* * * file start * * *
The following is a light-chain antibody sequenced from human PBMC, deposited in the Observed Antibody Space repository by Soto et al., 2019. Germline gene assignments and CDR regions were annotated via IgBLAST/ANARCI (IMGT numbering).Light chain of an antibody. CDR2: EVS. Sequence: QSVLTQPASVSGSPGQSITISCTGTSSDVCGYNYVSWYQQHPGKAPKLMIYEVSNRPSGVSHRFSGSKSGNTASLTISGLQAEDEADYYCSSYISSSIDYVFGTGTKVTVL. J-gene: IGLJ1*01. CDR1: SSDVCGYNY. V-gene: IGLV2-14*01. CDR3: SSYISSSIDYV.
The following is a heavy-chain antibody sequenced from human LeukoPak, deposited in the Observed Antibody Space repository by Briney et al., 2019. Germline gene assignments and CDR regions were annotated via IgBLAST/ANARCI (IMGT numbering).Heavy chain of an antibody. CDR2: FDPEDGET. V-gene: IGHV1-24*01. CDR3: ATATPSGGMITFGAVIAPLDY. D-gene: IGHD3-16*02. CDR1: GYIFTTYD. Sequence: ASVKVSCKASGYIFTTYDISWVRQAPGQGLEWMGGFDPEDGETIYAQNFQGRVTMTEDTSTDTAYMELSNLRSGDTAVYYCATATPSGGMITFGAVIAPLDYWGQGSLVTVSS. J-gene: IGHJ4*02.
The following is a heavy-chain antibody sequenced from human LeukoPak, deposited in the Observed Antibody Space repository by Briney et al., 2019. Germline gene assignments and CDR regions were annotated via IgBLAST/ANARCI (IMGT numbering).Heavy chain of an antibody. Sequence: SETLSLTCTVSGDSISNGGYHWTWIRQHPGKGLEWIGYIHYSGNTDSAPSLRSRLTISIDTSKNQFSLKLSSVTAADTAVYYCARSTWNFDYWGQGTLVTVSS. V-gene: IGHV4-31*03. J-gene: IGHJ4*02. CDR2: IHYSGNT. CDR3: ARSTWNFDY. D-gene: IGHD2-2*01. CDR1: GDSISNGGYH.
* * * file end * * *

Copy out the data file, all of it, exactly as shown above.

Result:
The following is a light-chain antibody sequenced from human PBMC, deposited in the Observed Antibody Space repository by Soto et al., 2019. Germline gene assignments and CDR regions were annotated via IgBLAST/ANARCI (IMGT numbering).Light chain of an antibody. CDR2: EVS. Sequence: QSVLTQPASVSGSPGQSITISCTGTSSDVCGYNYVSWYQQHPGKAPKLMIYEVSNRPSGVSHRFSGSKSGNTASLTISGLQAEDEADYYCSSYISSSIDYVFGTGTKVTVL. J-gene: IGLJ1*01. CDR1: SSDVCGYNY. V-gene: IGLV2-14*01. CDR3: SSYISSSIDYV.
The following is a heavy-chain antibody sequenced from human LeukoPak, deposited in the Observed Antibody Space repository by Briney et al., 2019. Germline gene assignments and CDR regions were annotated via IgBLAST/ANARCI (IMGT numbering).Heavy chain of an antibody. CDR2: FDPEDGET. V-gene: IGHV1-24*01. CDR3: ATATPSGGMITFGAVIAPLDY. D-gene: IGHD3-16*02. CDR1: GYIFTTYD. Sequence: ASVKVSCKASGYIFTTYDISWVRQAPGQGLEWMGGFDPEDGETIYAQNFQGRVTMTEDTSTDTAYMELSNLRSGDTAVYYCATATPSGGMITFGAVIAPLDYWGQGSLVTVSS. J-gene: IGHJ4*02.
The following is a heavy-chain antibody sequenced from human LeukoPak, deposited in the Observed Antibody Space repository by Briney et al., 2019. Germline gene assignments and CDR regions were annotated via IgBLAST/ANARCI (IMGT numbering).Heavy chain of an antibody. Sequence: SETLSLTCTVSGDSISNGGYHWTWIRQHPGKGLEWIGYIHYSGNTDSAPSLRSRLTISIDTSKNQFSLKLSSVTAADTAVYYCARSTWNFDYWGQGTLVTVSS. V-gene: IGHV4-31*03. J-gene: IGHJ4*02. CDR2: IHYSGNT. CDR3: ARSTWNFDY. D-gene: IGHD2-2*01. CDR1: GDSISNGGYH.